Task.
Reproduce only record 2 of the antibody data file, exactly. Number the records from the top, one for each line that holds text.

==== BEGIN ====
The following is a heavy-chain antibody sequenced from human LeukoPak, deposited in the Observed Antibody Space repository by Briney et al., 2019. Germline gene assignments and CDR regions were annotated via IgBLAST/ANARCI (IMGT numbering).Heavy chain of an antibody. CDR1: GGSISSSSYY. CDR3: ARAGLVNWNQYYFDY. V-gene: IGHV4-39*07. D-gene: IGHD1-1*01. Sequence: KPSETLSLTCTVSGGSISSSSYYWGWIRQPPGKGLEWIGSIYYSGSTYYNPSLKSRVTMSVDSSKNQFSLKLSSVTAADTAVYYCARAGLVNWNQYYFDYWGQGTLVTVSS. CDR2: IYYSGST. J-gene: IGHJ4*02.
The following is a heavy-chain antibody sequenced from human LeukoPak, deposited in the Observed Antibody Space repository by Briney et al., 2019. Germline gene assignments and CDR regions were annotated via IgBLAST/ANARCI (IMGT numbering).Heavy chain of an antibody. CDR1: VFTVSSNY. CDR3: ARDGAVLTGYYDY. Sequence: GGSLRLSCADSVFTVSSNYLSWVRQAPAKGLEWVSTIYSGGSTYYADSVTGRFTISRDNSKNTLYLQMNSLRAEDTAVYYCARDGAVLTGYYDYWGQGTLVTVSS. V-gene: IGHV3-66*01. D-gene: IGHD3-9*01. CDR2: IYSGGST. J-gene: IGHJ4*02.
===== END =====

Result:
The following is a heavy-chain antibody sequenced from human LeukoPak, deposited in the Observed Antibody Space repository by Briney et al., 2019. Germline gene assignments and CDR regions were annotated via IgBLAST/ANARCI (IMGT numbering).Heavy chain of an antibody. CDR1: VFTVSSNY. CDR3: ARDGAVLTGYYDY. Sequence: GGSLRLSCADSVFTVSSNYLSWVRQAPAKGLEWVSTIYSGGSTYYADSVTGRFTISRDNSKNTLYLQMNSLRAEDTAVYYCARDGAVLTGYYDYWGQGTLVTVSS. V-gene: IGHV3-66*01. D-gene: IGHD3-9*01. CDR2: IYSGGST. J-gene: IGHJ4*02.